Consumer expectations about “All Natural”: SDNY order worth special attention for consumer protection defense bar
A recent important order from the Southern District of New York provides useful guidance regarding key legal issues that may arise in putative class actions alleging that “all natural” labeling (or other phrases characterizing products) is misleading based on consumer expectations of various phrases.
The order addresses the objective reasonable consumer standard in such cases, how it impacts class certification, and certain types of expert testimony that may be excludable in this context.
In Re KIND LLC “healthy and all natural litigation”
On September 9, 2022, the District Court for the Southern District of New York issued an order in In re KIND LLC “Healthy and All Natural Litigation” granting the defendants’ motion for summary judgment, decertifying the class, and disqualifying the opinions of the plaintiffs’ experts.
Instructively, the order validated several positions taken by Kind, which were:
- Eliminating key fact-based allegations of misrepresentation (“Non GMO”), so that only expectation-based misrepresentations (“reasonable consumer would expect…”) remained
- Showing, through class representative depositions, the divergent expectations from named plaintiffs regarding the key alleged false phrase (“all natural”) and
- Disqualifying experts by illustrating structural biases in consumer surveys and the lack of relevance of expert opinion in defining “reasonable” consumer expectations.
The order is good authority that, without allegations of factual misrepresentations (like “Non GMO”), when plaintiffs are left with expectation-based misrepresentations, they must show that (a) they have a coherent and shared understanding of what the challenged statements mean; (b) their understanding is what an objective, reasonable consumer would expect; and (c) they have not substituted expert testimony for actual consumer views.
Consequences of dropping “Non GMO” statement
In In re KIND, the plaintiffs initially challenged KIND product labels that described the product as “All Natural” and “Non GMO.” After discovery, the plaintiffs dropped their challenge to the “Non GMO” statement, leaving them with only the “All Natural” statement.
Granting Kind’s summary judgment motion, the court held that the plaintiffs failed to demonstrate that the “All Natural” claim on KIND products was false or misleading because the plaintiffs could not meet the reasonable consumer standard.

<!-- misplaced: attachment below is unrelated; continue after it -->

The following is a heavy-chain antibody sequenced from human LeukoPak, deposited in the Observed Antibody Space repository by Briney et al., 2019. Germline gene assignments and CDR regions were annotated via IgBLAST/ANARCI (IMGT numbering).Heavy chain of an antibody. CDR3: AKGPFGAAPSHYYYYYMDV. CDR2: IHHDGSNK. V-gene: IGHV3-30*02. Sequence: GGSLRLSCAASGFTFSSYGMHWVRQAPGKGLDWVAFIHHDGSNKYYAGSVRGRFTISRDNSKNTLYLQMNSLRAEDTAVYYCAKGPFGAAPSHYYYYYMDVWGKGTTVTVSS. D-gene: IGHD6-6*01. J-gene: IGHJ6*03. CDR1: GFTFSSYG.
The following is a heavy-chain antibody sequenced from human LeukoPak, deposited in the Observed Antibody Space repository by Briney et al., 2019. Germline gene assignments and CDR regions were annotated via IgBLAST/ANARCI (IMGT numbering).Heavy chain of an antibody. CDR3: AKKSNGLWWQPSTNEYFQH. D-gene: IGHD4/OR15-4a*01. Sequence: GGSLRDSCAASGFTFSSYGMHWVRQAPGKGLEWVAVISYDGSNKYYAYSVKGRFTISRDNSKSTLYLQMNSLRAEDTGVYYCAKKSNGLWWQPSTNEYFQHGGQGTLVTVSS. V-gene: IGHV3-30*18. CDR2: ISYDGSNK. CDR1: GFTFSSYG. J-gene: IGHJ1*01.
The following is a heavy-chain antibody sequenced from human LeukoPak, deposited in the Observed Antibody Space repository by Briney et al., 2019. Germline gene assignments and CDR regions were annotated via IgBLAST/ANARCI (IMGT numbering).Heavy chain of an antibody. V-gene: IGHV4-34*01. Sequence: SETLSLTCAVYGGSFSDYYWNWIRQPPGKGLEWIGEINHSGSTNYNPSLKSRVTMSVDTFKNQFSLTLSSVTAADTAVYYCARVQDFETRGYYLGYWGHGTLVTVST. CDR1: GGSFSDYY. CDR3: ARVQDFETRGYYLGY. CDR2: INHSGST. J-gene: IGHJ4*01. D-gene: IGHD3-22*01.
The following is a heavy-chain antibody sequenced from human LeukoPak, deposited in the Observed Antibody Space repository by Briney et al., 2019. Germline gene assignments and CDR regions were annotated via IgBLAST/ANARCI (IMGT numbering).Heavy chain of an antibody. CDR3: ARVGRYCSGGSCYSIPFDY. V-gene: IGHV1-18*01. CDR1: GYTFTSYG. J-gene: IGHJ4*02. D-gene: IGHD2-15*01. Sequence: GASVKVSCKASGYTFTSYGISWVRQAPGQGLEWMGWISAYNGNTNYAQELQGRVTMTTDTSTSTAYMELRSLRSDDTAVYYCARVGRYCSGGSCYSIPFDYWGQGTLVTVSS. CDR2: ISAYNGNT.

The court held that the plaintiffs’ decision to abandon the “Non GMO” claim was “not without consequence to their ‘All Natural’ claim” because the “Non GMO” claim would have provided a coherent theory for what “All Natural” meant to the plaintiffs and would have justified class certification.
Moreover, when the defendants deposed the plaintiffs, each plaintiff had a different explanation for what “All Natural” meant, and those explanations “demonstrate the diversity of views about how to understand the term “All Natural.”
Further, the plaintiffs’ first expert report was excluded because it relied on a multiple-choice survey asking participants to agree or disagree with very specific, leading statements about a label that closely resembled the KIND product label. For example, the survey asked:
“Because of this descriptor [ALL NATURAL], what is your expectation for this product? Please select one:
- Is NOT made using these chemicals: Phosphoric Acid, Hexane, Potassium Hydroxide, Ascorbic Acid;
- is made using these chemicals: Phosphoric Acid, Hexane, Potassium Hydroxide, Ascorbic Acid;
- Not sure/no expectation”
The court held that opinion based on this survey was inadmissible because the survey was “plainly designed to validate plaintiffs’ theory.”
The plaintiffs’ second expert was also excluded because he analyzed the ingredients in the KIND products to determine if they were consistent with an “All Natural” claim. The court held that this survey was irrelevant because it was completely untethered from the question of how a reasonable consumer would view the “All Natural” statement. Additionally, the expert’s methods did not take into account the ingredients and sourcing that KIND actually used.
Given the lack of fact-based alleged misstatement, the inconsistent testimony on expectations, and a lack of admissible expert testimony, the court concluded that the plaintiffs had failed to provide an objective definition of “All Natural” for a reasonable consumer. Because there was no objective definition of “All Natural” that applied to the whole class, the court also decertified the class.Learn more about the implications of this order for disputes you may be facing by contacting any of the authors.